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Communications of the ACM

Letters to the editor

Predicting Failure of the University

Letters to the Editor, illustration


Henry C. Lucas, Jr.'s Viewpoint "Technology and the Failure of the University" (Jan. 2018) was a tour de force of unfounded assertions, beginning with a prediction that 50% of U.S. universities will fail in the next 15 years, justified by two articles posted on the blogs and (The latter is described by RationalWiki as "apocalypse porn" that has "accurately predicted 200 of the last 2 recessions.") Lucas asserted "... technology-enhanced teaching and learning can dramatically improve the quality and success of higher education ..." His Figure 1 and Figure 2, in outlining traditional versus technology-enhanced courses, suggested traditional teaching methods deliver a low-quality result, while professional (Hollywood) production methods deliver a high-quality result, with, again, no evidence provided.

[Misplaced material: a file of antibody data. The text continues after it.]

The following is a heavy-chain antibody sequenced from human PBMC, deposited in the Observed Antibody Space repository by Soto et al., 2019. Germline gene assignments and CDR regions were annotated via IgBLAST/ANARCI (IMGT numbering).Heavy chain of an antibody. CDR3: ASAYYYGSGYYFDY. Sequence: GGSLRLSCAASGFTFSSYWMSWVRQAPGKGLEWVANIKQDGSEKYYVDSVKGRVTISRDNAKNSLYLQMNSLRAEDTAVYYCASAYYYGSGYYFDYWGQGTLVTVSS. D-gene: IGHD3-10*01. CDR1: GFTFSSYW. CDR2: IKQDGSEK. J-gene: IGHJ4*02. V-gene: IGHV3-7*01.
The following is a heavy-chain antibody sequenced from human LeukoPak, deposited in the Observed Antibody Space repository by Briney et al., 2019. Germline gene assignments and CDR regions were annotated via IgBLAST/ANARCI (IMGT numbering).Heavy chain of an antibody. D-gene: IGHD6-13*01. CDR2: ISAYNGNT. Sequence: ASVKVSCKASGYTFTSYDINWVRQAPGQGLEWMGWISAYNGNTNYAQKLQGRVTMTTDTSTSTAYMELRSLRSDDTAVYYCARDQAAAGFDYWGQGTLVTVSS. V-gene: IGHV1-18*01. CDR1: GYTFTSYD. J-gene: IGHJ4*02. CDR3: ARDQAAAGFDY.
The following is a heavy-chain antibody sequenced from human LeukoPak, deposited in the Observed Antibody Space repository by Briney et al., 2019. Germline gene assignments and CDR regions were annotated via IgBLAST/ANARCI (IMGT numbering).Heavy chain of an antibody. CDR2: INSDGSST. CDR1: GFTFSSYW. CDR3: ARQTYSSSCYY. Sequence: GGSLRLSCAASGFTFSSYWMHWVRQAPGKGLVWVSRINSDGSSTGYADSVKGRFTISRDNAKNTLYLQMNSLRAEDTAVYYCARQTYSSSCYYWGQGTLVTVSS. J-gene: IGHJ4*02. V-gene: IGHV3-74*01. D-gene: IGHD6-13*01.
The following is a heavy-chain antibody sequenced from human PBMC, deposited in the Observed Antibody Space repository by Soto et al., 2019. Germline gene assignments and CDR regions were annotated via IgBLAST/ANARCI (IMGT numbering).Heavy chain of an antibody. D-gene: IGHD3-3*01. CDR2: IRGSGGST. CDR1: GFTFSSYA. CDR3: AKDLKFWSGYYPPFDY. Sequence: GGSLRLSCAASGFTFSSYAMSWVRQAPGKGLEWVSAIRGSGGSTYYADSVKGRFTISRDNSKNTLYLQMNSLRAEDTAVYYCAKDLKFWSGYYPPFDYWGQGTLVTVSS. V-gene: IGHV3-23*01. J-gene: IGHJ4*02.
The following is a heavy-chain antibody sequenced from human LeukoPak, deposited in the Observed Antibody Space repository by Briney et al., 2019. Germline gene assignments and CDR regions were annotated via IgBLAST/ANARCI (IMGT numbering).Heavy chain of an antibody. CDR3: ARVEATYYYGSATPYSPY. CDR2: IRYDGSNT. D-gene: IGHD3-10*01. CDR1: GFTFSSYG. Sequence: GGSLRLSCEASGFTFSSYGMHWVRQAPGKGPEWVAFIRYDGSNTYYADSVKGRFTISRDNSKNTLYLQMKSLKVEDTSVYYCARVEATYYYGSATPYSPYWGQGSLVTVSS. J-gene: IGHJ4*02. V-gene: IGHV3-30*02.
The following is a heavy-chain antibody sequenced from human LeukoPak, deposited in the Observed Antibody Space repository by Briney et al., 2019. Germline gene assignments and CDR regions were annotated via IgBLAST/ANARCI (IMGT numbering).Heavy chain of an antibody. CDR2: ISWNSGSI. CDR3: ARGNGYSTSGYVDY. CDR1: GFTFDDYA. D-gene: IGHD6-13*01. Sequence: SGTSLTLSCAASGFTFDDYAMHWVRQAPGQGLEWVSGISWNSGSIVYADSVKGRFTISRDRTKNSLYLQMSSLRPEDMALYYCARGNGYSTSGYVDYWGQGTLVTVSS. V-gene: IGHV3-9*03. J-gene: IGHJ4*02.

The idea of universities as "content producers" giving students "content" consisting of "course materials and exercises" gave me an analogous idea. Families give food and clothing to their children, but families are inefficient and can involve bloated administrations (parents). Just as parents do more than feed (they try to create an environment where their children can develop and thrive), universities likewise try to create a learning environment for students. Indispensable elements include laboratory work, fieldwork, real essays marked by real scholars (not against a list of bullet points), and project work. And that is only the strictly academic side. Also indispensable are cultural and social events and pastoral care. A lot of these things are not easily delivered through a mobile device.


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